The Greater Manchester Combined Authority aims to sign off a final plan to improve air quality in the city region by this summer ahead of a proposed 2022 rollout, despite a lack of clarity on funding.
An eight-week consultation has been completed for the GM CAP (Clean Air Plan), which will introduce daily charging for vehicles such as buses, HGVs, taxis and coaches across key roads in Greater Manchester’s ten boroughs – excluding motorways and trunk roads – as the Government seeks to improve urban air quality.
Over the last two years, the secretary of state for transport has instructed various key cities to implement clean air strategies “in the shortest possible time”. This has come with funding promises, with government support offered to incentivise operators of commercial vehicles and fleets to modernise to lower their emissions.
Unsurprisingly, the Covid-19 pandemic has thrown the calculations and projections around the programme into uncertainty, with city centres seeing a marked decline in traffic. Regardless, Greater Manchester has to proceed on the basis that it is expected to be ready to roll out its Clean Air Zone in 2022.
However, as outlined in a report for a GMCA meeting on 29 January, the authority is yet to hear back from the Government on various potential funding streams it has lined up.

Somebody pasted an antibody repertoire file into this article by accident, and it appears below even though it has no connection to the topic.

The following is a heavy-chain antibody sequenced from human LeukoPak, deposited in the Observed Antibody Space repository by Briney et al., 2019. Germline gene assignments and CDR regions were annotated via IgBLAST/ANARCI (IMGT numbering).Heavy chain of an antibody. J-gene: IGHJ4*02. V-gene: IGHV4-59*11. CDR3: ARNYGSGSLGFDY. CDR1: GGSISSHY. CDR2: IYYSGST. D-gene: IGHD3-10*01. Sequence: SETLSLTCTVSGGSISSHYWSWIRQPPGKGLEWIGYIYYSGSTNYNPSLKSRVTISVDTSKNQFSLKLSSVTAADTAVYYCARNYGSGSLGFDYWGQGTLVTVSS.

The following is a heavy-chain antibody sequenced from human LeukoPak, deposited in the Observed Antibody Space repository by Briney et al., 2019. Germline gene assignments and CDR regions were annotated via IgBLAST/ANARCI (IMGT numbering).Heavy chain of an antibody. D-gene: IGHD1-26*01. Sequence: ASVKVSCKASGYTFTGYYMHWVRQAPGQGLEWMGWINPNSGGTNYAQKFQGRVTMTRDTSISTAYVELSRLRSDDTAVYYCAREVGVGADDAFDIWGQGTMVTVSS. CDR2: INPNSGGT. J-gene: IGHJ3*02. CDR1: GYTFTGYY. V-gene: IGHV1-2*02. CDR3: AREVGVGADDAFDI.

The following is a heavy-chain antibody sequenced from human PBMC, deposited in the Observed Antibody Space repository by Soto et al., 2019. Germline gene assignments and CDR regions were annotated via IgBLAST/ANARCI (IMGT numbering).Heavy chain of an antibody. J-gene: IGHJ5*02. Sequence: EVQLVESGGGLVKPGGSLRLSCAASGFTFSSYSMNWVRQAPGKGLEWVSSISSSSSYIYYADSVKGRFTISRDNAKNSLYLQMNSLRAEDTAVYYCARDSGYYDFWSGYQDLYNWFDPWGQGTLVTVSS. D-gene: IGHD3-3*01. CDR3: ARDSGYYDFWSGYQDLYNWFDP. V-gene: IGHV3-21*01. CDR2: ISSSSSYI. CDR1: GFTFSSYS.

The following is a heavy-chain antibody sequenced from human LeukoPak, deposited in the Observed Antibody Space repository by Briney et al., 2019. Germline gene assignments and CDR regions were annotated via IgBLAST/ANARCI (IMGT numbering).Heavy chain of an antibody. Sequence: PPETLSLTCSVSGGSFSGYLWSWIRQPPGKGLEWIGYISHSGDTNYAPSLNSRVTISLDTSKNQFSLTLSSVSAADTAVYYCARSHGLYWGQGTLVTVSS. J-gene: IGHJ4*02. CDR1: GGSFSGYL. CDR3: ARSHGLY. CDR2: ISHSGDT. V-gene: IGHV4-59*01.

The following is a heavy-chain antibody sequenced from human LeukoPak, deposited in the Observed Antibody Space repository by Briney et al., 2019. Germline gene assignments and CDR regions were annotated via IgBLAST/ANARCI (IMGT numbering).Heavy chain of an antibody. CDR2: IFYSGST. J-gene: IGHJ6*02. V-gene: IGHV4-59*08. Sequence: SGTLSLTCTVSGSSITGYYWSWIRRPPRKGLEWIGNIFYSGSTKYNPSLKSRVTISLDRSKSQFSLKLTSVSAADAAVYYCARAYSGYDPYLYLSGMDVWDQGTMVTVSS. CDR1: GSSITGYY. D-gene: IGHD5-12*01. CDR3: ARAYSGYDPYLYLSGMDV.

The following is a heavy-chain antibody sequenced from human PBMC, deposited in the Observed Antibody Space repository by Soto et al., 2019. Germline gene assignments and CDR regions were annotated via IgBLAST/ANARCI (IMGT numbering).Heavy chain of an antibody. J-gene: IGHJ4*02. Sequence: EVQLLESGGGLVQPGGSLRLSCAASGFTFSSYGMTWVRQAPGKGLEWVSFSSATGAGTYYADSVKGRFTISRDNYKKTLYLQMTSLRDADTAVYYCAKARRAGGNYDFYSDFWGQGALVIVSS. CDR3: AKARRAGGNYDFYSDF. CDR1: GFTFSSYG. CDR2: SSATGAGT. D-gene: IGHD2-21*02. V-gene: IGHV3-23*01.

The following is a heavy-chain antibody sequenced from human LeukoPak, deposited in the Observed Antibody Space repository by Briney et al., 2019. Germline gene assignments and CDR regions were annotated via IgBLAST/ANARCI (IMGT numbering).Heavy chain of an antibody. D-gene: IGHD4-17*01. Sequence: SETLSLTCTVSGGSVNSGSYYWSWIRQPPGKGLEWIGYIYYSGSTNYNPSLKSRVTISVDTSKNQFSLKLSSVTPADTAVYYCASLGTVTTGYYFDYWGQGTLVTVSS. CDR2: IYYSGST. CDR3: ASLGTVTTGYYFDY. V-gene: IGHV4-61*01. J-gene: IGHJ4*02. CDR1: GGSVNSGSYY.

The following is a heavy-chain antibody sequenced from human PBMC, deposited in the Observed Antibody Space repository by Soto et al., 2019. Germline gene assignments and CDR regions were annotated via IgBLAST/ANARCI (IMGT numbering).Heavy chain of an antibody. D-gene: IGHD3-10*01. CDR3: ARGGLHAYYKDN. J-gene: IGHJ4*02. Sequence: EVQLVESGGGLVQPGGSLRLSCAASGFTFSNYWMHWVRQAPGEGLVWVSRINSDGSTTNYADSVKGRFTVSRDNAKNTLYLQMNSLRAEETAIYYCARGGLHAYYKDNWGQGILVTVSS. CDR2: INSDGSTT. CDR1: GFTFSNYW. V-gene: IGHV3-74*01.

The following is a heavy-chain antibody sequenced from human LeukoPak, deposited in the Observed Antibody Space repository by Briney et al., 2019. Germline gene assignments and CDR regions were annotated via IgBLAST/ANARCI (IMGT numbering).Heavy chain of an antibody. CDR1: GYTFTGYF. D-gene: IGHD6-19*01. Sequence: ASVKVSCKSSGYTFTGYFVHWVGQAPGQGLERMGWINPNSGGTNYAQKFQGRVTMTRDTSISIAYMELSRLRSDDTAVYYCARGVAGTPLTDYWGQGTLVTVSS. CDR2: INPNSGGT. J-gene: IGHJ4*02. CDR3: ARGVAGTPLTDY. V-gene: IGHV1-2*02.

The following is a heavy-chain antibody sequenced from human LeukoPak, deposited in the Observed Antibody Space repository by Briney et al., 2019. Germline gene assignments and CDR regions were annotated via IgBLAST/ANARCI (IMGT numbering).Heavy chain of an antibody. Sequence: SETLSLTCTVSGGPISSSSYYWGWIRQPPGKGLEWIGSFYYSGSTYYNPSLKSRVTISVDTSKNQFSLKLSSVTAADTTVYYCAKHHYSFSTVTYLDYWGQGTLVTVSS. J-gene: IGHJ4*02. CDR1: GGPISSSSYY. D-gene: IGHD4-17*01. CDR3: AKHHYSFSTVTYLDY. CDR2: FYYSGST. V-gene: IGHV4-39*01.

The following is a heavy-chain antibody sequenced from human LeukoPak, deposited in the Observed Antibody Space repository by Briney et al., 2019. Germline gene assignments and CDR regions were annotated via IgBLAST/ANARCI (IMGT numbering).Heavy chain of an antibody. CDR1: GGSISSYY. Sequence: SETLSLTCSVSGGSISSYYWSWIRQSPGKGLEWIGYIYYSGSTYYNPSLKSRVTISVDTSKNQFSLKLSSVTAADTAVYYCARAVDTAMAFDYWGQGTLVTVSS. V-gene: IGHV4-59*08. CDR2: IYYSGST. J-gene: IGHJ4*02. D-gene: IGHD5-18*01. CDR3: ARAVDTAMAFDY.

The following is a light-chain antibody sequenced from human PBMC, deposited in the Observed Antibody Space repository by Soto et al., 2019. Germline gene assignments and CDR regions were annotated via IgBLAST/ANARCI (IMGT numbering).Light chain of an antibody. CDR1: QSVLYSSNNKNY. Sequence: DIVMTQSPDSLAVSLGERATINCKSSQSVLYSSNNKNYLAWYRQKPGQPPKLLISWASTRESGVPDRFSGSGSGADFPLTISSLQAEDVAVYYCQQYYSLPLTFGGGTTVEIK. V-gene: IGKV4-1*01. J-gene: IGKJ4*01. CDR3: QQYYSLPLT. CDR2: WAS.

Although the Government has accepted the need for a vehicle replacement fund for hackney carriages and light goods vehicles, it has not yet responded to Greater Manchester’s request for £80m for vans/LGVs and £10.4m for cabs.
Greater Manchester is also proposing a ‘try before you buy’ initiative for electric vehicles in the cab market to address concerns around range anxiety, operating costs and availability of charging points. But Whitehall has yet to respond to the GMCA’s request for £1.9m.
The authority has also lodged a £6.5m request to support the creation of a network of 40 electric vehicle charging points – again, the Government has yet to respond.
There is similar silence on a £9m request for support for new buses – the GMCA’s share of a £5bn spend trumpeted in the March 2020 Budget – although £14.7m has been secured for retrofitting suitable buses, a programme that started in December, according to the authority.
At the same meeting this week, the GMCA is to discuss the key trans-Pennine A628/A57 route through Tameside. Although this falls under Highways England’s remit, Tameside Council has asked that it be brought into the the Clean Air Zone strategy on the basis that its non-inclusion “leaves many residents unprotected”. The Government has agreed to consider this extension.
Despite the lack of certainty around emissions levels in the coming years, the GMCA has no option but to press on so the plan is ready by 2022, and certainly no later than 2024. As an example, it is anticipating that it will need to procure an ‘automatic number plate recognition system’, with upfront capital expenditure of £60m by this summer.
An eight-week public consultation, which prompted a defensive move from Cheshire East Council earlier this month, garnered 4,765 responses
Schemes elsewhere in the country have had mixed results so far: Bristol was close to rolling out its CAZ, but pulled back when lockdown restrictions meant emission levels dropped below the legal limit and re-consulted in late 2020. Birmingham has started its funding programme and is due to roll out its CAZ this summer.
As noted in the GMCA report, Leeds has found success with an incentive scheme. Working with a smaller geography from the start, and taking in the impact of Covid on traffic, Leeds has now dropped well within the legal limit for emissions.